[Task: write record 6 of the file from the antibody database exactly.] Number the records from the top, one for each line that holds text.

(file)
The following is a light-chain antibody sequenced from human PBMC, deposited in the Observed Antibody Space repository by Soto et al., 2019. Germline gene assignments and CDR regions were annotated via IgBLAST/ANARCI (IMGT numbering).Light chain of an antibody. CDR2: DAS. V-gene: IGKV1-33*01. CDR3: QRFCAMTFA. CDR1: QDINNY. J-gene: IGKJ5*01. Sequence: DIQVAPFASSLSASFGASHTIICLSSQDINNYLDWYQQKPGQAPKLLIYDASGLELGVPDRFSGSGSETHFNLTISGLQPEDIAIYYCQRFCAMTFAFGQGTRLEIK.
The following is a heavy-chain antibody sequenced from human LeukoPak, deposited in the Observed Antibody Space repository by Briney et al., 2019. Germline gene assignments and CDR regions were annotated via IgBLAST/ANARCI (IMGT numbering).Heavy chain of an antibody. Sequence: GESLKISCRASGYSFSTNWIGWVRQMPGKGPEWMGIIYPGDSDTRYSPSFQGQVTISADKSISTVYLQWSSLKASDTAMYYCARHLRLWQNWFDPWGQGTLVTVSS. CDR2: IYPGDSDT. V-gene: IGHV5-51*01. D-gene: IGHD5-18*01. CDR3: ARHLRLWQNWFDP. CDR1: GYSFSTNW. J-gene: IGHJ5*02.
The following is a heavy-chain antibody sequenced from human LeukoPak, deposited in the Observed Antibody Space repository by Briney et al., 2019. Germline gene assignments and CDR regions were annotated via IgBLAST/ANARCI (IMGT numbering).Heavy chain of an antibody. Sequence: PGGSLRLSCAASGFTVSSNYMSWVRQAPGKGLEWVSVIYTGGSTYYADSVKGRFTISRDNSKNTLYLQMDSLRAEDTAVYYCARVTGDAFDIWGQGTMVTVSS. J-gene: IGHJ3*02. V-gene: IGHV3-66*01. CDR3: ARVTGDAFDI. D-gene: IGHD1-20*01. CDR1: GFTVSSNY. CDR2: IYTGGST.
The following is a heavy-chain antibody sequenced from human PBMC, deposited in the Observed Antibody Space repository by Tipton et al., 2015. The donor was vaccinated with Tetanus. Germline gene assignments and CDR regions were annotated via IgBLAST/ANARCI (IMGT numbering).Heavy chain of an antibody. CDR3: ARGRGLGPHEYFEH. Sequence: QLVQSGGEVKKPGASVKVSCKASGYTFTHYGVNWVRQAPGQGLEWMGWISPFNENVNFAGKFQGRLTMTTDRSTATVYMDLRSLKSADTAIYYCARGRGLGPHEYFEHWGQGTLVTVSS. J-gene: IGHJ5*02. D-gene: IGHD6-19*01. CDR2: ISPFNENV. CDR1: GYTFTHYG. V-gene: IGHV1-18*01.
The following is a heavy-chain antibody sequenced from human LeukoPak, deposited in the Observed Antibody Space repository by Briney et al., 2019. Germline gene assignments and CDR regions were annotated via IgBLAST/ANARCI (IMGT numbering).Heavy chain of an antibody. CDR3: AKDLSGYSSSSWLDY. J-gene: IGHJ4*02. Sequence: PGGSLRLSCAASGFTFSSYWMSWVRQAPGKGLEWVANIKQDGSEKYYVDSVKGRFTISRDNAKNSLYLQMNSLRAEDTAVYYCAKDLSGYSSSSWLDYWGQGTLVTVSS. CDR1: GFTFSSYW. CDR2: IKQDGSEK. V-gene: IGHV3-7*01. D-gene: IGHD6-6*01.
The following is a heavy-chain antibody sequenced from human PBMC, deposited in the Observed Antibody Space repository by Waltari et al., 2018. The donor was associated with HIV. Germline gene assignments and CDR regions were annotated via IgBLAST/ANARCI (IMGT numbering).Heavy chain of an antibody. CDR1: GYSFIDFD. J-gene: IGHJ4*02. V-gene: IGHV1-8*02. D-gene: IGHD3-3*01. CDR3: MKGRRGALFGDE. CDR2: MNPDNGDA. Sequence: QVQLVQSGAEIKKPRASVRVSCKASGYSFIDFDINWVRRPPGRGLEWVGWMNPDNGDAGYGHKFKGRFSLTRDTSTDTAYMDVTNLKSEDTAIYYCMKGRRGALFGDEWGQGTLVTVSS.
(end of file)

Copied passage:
The following is a heavy-chain antibody sequenced from human PBMC, deposited in the Observed Antibody Space repository by Waltari et al., 2018. The donor was associated with HIV. Germline gene assignments and CDR regions were annotated via IgBLAST/ANARCI (IMGT numbering).Heavy chain of an antibody. CDR1: GYSFIDFD. J-gene: IGHJ4*02. V-gene: IGHV1-8*02. D-gene: IGHD3-3*01. CDR3: MKGRRGALFGDE. CDR2: MNPDNGDA. Sequence: QVQLVQSGAEIKKPRASVRVSCKASGYSFIDFDINWVRRPPGRGLEWVGWMNPDNGDAGYGHKFKGRFSLTRDTSTDTAYMDVTNLKSEDTAIYYCMKGRRGALFGDEWGQGTLVTVSS.